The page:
Major developers have cast doubt over Dublin City Council’s housing targets, calling into question the potential to deliver the scale of new homes needed to tackle the housing crisis.
Developers have also called for proposed curbs on build-to-rent apartments schemes to be scrapped, in submissions made as the planning regulator moved to block such restrictions being introduced.
The developers’ views were set out in voluminous submissions to the council on its 2022-28 draft development plan, which will set a parameter for building in the city for the rest of the decade.
Almost 1,500 submissions published by the council include papers from companies controlled by figures such as Sean Mulryan, Johnny Ronan and Michael O’Flynn and builders such as Glenveagh and Castlethorn.
Mr Mulryan’s Ballymore group, which is involved in projects at Connolly Station and the Guinness brewery at St James’s Gate, said the council’s “core strategy” was to deliver up to 35,550 units by 2028 in 17 strategic development and regeneration areas (SDRAs).
“We are concerned that the council has a very optimistic view as to the capacity of these SDRAs to deliver the quantity of residential units identified in the core strategy,” the group said.
“We are concerned that the densities proposed within the SDRAs . . . are unrealistically high, that the quantum of lands capable of being developed within six years has been overestimated and that the complexity of developing the sites has been underestimated, which together will lead to a very significant shortfall in the delivery of housing within the plan period.”
Glenveagh Properties questioned the council’s view that building would be carried out on 80 per cent of all zoned residential lands in the plan period.
“This assumption is not consistent with how development has been delivered previously and given the timeframe for securing permission, is unlikely to be achieved,” the company said.
“We consider that this will result in a shortfall of units being provided during the lifetime of the development plan that will further [exacerbate] the lack of housing available in Dublin.”
Mr Ronan’s business, Ronan Group Real Estate, said “a number of policies and development management standards” in the draft plan were likely to constrain housing delivery and achieving targets.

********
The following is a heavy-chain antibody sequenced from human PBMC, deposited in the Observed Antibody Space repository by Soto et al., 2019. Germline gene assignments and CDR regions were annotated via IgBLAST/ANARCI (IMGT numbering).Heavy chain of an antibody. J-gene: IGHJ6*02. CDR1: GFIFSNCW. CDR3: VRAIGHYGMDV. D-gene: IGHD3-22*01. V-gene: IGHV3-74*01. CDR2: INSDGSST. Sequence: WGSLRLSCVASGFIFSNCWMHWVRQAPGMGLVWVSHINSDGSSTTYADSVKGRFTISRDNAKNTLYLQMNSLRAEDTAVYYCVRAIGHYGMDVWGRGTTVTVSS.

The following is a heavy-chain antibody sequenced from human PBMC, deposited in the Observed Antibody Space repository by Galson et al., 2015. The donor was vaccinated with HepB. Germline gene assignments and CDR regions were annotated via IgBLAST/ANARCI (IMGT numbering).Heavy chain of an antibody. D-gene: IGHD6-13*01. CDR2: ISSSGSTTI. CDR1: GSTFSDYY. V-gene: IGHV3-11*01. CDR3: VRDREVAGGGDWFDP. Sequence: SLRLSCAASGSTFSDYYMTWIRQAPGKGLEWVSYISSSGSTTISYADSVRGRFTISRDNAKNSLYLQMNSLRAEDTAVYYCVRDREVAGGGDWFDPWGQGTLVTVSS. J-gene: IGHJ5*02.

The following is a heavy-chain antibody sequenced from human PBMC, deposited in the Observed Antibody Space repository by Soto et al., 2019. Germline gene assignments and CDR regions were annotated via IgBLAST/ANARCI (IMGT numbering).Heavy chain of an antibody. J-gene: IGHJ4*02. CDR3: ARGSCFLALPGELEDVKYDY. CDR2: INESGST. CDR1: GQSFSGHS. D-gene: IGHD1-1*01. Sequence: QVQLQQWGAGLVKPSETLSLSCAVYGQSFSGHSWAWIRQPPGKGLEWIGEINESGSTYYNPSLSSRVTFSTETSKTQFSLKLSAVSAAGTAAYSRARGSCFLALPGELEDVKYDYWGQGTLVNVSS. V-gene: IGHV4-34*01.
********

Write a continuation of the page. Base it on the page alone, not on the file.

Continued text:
“In this respect, our client would seek more ambitious capacity targets for SDRA land . . . This will ensure that the acknowledged shortfall of housing delivery on the ground is considered and incorporated into housing targets and estimated capacities as set out within the draft plan,” said the group’s advisers, John Spain Associates.
Mr O’Flynn’s business O’Flynn Group, which has a big project at the former Nissan site on the Naas Road, said the new planning proposal will overlap with an existing local area plan for one year.
“That plan was conceived under an entirely different set of circumstances, and it is respectfully submitted that many of the land use objectives, specifically the stipulated quantities of floor-space allocated to residential, commercial and retail are now obsolete.”
Castlethorn Construction hit out at proposals to curb build-to-rent apartments, saying the policy was unworkable on the scale proposed.
“We would be very concerned also with regard to the implications of imposing a minimum 40 per cent build-to-sell requirement for all apartment schemes in excess of 100 [number] units,” it said.
“The threshold of 100 [number] units is way too low to start prescribing percentage mixes of tenure and it would completely undermine the investment and operational model on which [build-to-rent] developments are based.”
US group Kennedy Wilson said the 40 per cent build-to-sell rule was unclear. A requirement for apartments with non-build-to-rent standards would go beyond “the national standardised approach to apartment development”, it said.